Presents an examination of the experiences of eleven American gay men, ranging from the military to the seminary and from gay bars to heterosexual marriages, who found their sexual identity in the hostile social environment prior to the gay liberation movement. Simultaneous.
DIVBringing together classic and new writings of the trailblazing feminist theorist Chandra Talpade Mohanty, Feminism without Borders addresses some of the most pressing and complex issues facing contemporary feminism. Forging vital links between daily life and collective action and between theory... More Info
Women’s physiology evolved to aid reproduction, not to reduce disease. Any trait—however detrimental to post-reproductive health—is preserved in the next generation if it increases the chances of having offspring who will survive and reproduce. For this reason, the author argues, many common... More Info
South Asian Feminism is in crisis. Under constant attack from right-wing nationalism and religious fundamentalism and co-opted by "NGOisation" and neoliberal state agendas, once autonomous and radical forms of feminist mobilization have been ideologically fragmented and replaced. It is time to... More Info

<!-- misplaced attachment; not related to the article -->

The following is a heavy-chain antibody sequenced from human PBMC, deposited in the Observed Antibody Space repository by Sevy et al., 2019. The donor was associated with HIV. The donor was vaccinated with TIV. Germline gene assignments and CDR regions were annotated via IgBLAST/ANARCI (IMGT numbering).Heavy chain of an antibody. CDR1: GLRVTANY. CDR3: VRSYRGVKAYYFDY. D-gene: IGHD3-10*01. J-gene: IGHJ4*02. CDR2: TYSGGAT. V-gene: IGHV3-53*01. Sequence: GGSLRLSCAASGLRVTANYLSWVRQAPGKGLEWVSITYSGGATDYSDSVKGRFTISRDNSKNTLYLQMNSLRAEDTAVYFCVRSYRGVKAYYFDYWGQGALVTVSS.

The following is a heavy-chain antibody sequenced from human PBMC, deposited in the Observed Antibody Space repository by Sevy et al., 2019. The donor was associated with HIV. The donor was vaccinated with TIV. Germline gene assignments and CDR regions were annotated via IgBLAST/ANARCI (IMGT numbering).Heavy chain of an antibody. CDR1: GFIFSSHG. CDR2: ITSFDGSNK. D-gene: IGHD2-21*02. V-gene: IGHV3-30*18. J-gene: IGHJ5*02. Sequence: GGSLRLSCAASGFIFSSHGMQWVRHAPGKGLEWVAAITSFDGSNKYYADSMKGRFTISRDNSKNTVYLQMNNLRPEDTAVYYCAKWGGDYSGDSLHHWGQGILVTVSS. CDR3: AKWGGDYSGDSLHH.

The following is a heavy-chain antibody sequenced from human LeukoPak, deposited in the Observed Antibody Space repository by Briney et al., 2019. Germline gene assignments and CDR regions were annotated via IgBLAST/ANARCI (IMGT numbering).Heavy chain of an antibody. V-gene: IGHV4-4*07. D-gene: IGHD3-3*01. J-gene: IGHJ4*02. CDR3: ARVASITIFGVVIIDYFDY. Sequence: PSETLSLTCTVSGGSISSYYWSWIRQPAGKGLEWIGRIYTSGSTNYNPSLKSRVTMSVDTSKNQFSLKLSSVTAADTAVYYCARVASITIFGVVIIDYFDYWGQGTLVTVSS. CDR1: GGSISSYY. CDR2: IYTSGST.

Though they have the vote and the Pill and haven't been burned as witches since 1727, life isn't exactly a stroll down the catwalk for modern women. They are beset by uncertainties and questions: Why are they supposed to get Brazilians? Why do bras hurt? Why the incessant talk about babies? And do... More Info
Losing weight and changing your sexual orientation are both notoriously difficult to do successfully. Yet many faithful evangelical Christians believe that thinness and heterosexuality are godly ideals—and that God will provide reliable paths toward them for those who fall short. Seeking the... More Info
Often depicted as deviant or pathological by public health researchers, psychoanalysts, and sexologists, male-with-male sex and sex work is, in fact, an increasingly mainstream pursuit. Based on a qualitative investigation of the practices involved in male-with-male—or m4m—Internet escorting,... More Info